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ST. CLOUD, Minn. — Prosecutors charged a central Minnesota man with a gross misdemeanor Wednesday but not a hate crime for allegedly having his teenage son dump bloody deer carcasses on the hoods of two cars owned by Somali-American men.
The Stearns County Attorney's office charged Daniel Dorian Knowlen, 62, of St. Cloud with contributing to the delinquency of a child. The charge carries a maximum sentence of a year in jail and a $3,000 fine.
The complaint alleges that Knowlen watched as his 14-year-old dumped the skinned carcasses from their pickup on the cars parked outside a YMCA in St. Cloud, a city of about 65,000 people about 65 miles northwest of Minneapolis, on the night of Nov. 14. Surveillance video tracked down the pair.
Knowlen initially denied being at the YMCA the previous evening, but when told there was surveillance video he acknowledged being there with his son, the complaint said.
According to the complaint, Knowlen told police it was "just being funny" but acknowledged he "probably could have" stopped his son. Knowlen said he did not know who owned the cars and was not trying to target the drivers. Knowlen also acknowledged that he and his son had permits for the deer. The boy was asked if he had any explanation for the actions but said no, according to the complaint.
One of the Somali men told authorities he feared the deer was a message that he was not wanted in the community, and noted that the deer carcass was likely placed by a hunter and that hunters carry guns. The two Somali men said they had not experienced any harassment or other altercations while they were at the YMCA. Police said there were no identifying markings revealing who owned the cars, which were both parked legally and not encroaching on any other parking spaces.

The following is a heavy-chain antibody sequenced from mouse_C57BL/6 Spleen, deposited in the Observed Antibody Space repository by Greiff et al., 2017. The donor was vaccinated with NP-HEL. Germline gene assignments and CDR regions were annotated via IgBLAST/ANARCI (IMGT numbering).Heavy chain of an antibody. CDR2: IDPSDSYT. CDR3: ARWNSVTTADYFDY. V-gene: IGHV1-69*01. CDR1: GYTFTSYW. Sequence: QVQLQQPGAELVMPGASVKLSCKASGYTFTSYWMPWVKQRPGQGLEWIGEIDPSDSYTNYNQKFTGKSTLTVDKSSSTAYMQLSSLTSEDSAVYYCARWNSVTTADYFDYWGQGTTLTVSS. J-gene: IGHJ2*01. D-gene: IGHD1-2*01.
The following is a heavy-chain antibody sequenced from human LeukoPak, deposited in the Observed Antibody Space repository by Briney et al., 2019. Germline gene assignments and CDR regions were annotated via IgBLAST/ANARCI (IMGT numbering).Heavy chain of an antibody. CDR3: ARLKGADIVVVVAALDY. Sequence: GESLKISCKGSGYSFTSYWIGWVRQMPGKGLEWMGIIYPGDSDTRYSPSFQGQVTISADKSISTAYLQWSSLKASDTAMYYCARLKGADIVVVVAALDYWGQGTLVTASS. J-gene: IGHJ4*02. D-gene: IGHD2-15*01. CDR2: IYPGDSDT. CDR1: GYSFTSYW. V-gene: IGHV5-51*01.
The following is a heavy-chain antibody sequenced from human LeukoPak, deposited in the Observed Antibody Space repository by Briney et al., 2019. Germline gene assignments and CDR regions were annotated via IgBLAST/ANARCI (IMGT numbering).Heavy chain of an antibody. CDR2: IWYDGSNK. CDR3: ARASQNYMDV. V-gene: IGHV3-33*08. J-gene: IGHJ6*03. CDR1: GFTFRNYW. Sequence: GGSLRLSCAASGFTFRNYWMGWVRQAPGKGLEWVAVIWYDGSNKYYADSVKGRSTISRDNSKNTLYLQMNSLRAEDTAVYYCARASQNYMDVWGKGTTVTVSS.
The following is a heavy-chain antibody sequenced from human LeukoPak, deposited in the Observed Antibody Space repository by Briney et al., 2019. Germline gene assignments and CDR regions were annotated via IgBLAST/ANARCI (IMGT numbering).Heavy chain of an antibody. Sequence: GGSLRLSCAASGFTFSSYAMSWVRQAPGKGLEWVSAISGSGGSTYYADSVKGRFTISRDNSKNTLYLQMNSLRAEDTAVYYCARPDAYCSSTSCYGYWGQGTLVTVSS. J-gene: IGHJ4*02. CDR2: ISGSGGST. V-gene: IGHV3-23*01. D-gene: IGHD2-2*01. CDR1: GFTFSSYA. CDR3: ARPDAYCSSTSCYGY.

Authorities noted that placing deer carcasses on strangers' cars parked at the YMCA — to be found by others — constitutes disorderly conduct, and that the act also was motor vehicle tampering. Those actions contributed to the delinquency of Knowlen's son, the complaint said.
Executive director Jaylani Hussein of the Minnesota chapter of the Council on American-Islamic Relations, a Muslim civil liberties and advocacy organization, said Wednesday his group welcomed the gross misdemeanor charge against the father but was disappointed that a hate crime was not added to the charges.
"I just think that this was not a simple practical joke. It appears to be something where they ... were trying to send some form of intimidation," Jaylani told The Associated Press. "A carcass is not something that is taken lightly. It's a symbol of death, violence."
Messages left with the prosecutor's office were not immediately returned Wednesday night. Court records do no list an attorney for Knowlen.
Minnesota has the nation's largest Somali population at an estimated 57,000. As many as 10,000 of them settled in and around St. Cloud.